Updated: October 2020
The stroke affected my left side. Immediately afterwards, I was unable to use my arm or leg – imagine having to ring a bell so somebody can come and take you to the toilet! As I understood the stroke more, the main effects are with my hand and foot. In hospital, I worked with physiotherapists on my leg, and was able to take a few steps. Very little attention was paid to my arm.
The attention to my leg must have sparked something, and five years later I manage to walk quite well, although I can look quite doddery, and my balance is not good. My bad foot tends to “drop”, which can trip me up. If I fall over, I need help getting up again.
My stroke (or my diabetes) also affected my eyesight, although how much is hard to say. I had laser surgery, but I think this made things worse. My vision hit a low-point immediately after the stroke, but gradually improved afterwards, although the damage caused by diabetes/treatment is permanent. Now that my diabetes is better-controlled, I think my vision has stopped declining.
Shortly after the stroke, I might find myself in tears at the silliest of things. The best way I have found to describe this is like a jelly. It starts off very mushy and gradually hardens and sets. That process took a couple of years, for me, although I feel “back to normal” now.
I know that fatigue can cause people to spend all day in bed, and consider myself lucky that fatigue does not cause me to write whole days off.
To people who’ve never experienced fatigue, it is difficult to describe. To feel exhausted walking into the next room… This feeling has never gone away, although obviously my movement has improved since the stroke. Everything feels like it requires total effort – there is no such thing as a stroll any more.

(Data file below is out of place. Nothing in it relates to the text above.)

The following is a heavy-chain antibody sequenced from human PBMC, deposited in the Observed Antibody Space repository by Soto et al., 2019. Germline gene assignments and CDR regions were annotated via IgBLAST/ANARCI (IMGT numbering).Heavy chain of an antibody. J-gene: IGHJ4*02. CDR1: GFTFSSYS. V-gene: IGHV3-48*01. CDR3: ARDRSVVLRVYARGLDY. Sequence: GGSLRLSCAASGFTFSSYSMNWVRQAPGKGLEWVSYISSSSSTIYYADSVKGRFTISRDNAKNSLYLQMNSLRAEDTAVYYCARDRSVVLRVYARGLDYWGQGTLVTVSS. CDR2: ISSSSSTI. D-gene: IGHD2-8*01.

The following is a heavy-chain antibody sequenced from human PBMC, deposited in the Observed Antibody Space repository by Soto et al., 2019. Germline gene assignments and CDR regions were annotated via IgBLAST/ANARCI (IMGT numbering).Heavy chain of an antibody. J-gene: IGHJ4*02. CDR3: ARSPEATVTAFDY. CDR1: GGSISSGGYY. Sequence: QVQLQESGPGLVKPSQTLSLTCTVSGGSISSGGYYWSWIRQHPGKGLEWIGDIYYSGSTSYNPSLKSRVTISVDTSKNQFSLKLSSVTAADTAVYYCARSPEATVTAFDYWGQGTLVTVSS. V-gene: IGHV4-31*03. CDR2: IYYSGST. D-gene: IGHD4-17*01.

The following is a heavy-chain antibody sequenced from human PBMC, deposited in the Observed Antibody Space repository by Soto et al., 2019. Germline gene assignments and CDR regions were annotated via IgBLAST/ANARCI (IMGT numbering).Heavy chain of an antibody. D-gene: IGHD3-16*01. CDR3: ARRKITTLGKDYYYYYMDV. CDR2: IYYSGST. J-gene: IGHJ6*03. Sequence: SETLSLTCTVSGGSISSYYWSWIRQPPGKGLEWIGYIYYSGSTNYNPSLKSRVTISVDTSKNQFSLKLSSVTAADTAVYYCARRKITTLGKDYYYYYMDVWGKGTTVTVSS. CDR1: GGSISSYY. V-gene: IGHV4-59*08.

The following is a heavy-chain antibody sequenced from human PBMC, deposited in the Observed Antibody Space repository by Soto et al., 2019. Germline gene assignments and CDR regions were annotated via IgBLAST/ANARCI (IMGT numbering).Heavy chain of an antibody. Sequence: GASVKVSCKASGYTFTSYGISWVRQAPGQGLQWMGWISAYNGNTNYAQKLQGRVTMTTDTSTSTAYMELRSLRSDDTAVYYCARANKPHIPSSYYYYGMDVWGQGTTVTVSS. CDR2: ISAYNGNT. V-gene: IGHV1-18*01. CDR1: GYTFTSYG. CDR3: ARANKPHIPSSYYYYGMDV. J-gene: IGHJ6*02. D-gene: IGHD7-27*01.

For example, immediately after the stroke, I could walk less than ten yards/metres, and it took almost a year before I could walk to my local bus-stop, a half-mile (700m) away.
A “trick” I learned with fatigue was that I was able to stop, take a break, then continue walking. Over time, the distances between breaks has become longer, and the time taken for each break has become shorter.
A common affect of stroke is aphasia, difficulty with communication. I talk about that in the blog, and have worked with people who suffer from aphasia.
I’m lucky because it has never been an obstacle for me – I notice a slight slowdown in my communication process, but I am a very literate person so I’m confident that nobody else does.
In terms of general communication, I am an IT expert and have been typing for many years. In addition, my spelling and grammar is very good. I now type one-handed, which is slower, and I am prone to typos, which is infuriating. I have become a better editor as a result. Having said that, I sometimes publish mistakes but I correct them when I see them.
I was/am left-handed. Because the stroke affected my left side, my handwriting has been affected, although I have been surprised how little I rely on writing in everyday life. A lot of communication is via keyboard, where nobody can tell the difference. Having to use my once-weaker hand for e.g. slicing a piece of bread is frustrating, but I muddle along. I’ve accumulated several gadgets, especially in the kitchen, which enable me to function almost at my pre-stroke levels.
Here, three things come into play.
- eyesight. Although I have been told that my eyesight is good enough to drive, I am worried because it is certainly not perfect.
- arm. I would probably need a modified car,
- finances. I am unwilling to spend on a modified car until I am earning again.
I came home in a very fragile state, but I was still shy of fifty, so didn’t think there was any age-related reason that I couldn’t recover some functionality. And that’s how it has worked out. My walking is stronger. I even found a spark of movement in my hand, although my hand is not usable. I’ve given up on miracles, but I think I will see gradual improvements over time.